When he doesn’t love his wife the way Christ loves the church, he paints a false picture of the gospel for his children.
My heart goes out to the Tchividjian’s in general–Tulian included. Certainly Kim–his wife since 1994, and mother of their three children–should be in the prayers of the church.
But for me, it really is his three children who I feel for most dearly. It’s probably because in them I see a part of myself. I have never, nor could ever, be a wife who has suffered through being cheated on.
I have a been a child who came home just two days after the memorable Super Bowl between the St. Louis Rams and New England Patriots played in the Louisiana Superdome–which ultimately was the beginning of the Patriots’ dynasty–to find out my father had extramarital relations with another woman.
I was a freshman in high school at the time, trying to figure out this crazy world of high school and girls and how my weak faith related to it all. And then BOOM!–bombshell and it rocked me, rocked me hard like a hurricane.
I had been known previously by all my teachers as studious, courteous and a hard worker, the type who followed all the rules. For the remainder of my freshman year, I was a mess. I never got into drugs or even alcohol, but my teachers probably assumed I was.
I was completely unmotivated and probably depressed. The rock of my world–my parent’s relationship–was shaky now at best. Would it even survive? I knew not.
But this isn’t about me, per se. The point is Tchividjian’s children. Gabe is old enough to now be married himself. Nate is preparing to go off to college, so he’s a bit older than I was, but probably in more potential danger even then I was because, well, college.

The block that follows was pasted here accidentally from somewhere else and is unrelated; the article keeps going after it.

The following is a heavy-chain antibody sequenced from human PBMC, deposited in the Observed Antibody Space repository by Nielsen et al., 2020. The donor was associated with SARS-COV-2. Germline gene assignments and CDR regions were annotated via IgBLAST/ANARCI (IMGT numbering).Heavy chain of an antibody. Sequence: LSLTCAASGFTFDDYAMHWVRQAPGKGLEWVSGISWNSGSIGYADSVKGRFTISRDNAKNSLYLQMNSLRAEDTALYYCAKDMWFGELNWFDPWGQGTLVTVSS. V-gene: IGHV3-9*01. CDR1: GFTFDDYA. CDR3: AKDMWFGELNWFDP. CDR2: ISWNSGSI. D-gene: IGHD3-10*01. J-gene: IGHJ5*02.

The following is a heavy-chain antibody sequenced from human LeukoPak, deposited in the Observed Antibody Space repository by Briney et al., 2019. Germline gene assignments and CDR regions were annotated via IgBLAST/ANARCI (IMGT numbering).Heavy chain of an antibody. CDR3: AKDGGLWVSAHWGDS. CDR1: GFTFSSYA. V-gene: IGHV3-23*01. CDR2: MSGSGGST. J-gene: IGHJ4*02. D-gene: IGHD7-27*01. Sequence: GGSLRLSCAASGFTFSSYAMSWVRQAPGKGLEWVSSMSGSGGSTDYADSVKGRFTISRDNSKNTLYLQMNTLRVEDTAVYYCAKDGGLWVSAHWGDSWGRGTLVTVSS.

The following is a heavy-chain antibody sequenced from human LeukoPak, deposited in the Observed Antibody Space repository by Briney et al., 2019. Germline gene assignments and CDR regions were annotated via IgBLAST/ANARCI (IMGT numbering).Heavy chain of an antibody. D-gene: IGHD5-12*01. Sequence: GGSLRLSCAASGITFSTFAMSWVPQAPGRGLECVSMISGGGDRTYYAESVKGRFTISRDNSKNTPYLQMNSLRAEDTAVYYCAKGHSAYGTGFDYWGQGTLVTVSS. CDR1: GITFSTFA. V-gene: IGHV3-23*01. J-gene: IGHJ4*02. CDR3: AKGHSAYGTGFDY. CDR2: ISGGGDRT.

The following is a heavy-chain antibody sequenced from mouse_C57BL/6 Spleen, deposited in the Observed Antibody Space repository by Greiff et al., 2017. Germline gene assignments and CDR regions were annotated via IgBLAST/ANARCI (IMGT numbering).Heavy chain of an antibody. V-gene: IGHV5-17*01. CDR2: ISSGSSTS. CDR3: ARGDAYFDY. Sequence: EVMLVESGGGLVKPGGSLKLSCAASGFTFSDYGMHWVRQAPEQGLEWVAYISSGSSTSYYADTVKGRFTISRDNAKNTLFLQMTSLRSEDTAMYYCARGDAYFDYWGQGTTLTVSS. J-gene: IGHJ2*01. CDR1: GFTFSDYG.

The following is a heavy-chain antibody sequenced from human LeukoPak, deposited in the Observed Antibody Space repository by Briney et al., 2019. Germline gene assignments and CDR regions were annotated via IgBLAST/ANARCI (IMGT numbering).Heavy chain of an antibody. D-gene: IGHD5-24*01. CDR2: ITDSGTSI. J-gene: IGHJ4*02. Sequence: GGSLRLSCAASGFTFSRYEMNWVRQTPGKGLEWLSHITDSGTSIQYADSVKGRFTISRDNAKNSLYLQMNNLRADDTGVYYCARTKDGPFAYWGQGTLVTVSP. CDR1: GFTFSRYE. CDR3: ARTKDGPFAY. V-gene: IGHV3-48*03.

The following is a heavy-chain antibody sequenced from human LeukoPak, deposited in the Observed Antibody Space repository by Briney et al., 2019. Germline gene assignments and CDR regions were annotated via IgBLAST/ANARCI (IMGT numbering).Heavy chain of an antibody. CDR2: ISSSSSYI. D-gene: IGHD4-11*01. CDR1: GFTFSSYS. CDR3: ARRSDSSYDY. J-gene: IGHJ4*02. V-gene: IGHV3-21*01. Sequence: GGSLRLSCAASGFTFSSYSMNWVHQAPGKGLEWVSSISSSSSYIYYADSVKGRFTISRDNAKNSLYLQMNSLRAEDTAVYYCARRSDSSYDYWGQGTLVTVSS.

Genna–the couple’s only girl–is closer to the age I was, and by all appearances, a fairly normal teenage girl (at least today) who uses Social Media like it’s going out of style.
Even today–one day after the announcement of her father’s resignation at church–she has been active on Twitter. Perhaps it’s a coping mechanism. It’s quite possible it hasn’t hit any of them yet.
But at some point will. At some point, it will cause great weeping and mourning. We can only hope and pray weeping is the extent of it.
Perhaps I’m too transparent. It may be.
But for me, as I reflect on my father’s infidelity, it has led me to question my own ability to get married, to be a good husband and father.
Of course I understand the gospel provides grace for failures, and grace even to lead us out of temptation and into his marvelous light. In fact, the true message of Father’s Day should be, and in reality is, the message of Psalm 73:23-24:
Nevertheless I am continually with you;
You hold my right hand.
You guide me with your counsel,
and afterward you will receive me to glory.
When I picture this, I imagine myself a little boy, or perhaps a little girl–my future wife (when she was but a little girl), or my future daughter–being grasped by the hand of a perfect father, God, as he nudges her along with her legs probably dragging and unable to keep up.
And I imagine perfect patience from this father, willing to hold on as she fights to get her legs working, as she figures out this whole walking thing. But when the Psalmist wrote this, he wasn’t thinking this exactly.
He was a man, advanced in age at least enough where he would not need a father to drag him around physically. Yet he confesses he is no better than a child, in need of a father to guide him.
The truth is even the children with the best earthly father need a perfect father–the one who sacrificed his own Son, to make us his children, to adopt us, and make us brothers with Christ.
This day after Father’s Day should be a reminder we have him by faith and faith alone. May we cling to Him, hold onto Him, allow Him to take us by the hand and guide us.
May the result be forgiveness of our earthly fathers who fail us. And may it be that we as children of the most high God model our Heavenly Father more and more each day, being more like him as fathers (and mothers).
And may we remember–those who are fathers, and those who long to be–our first responsibility is to our wife. For it is in loving her well we can truly love our children well.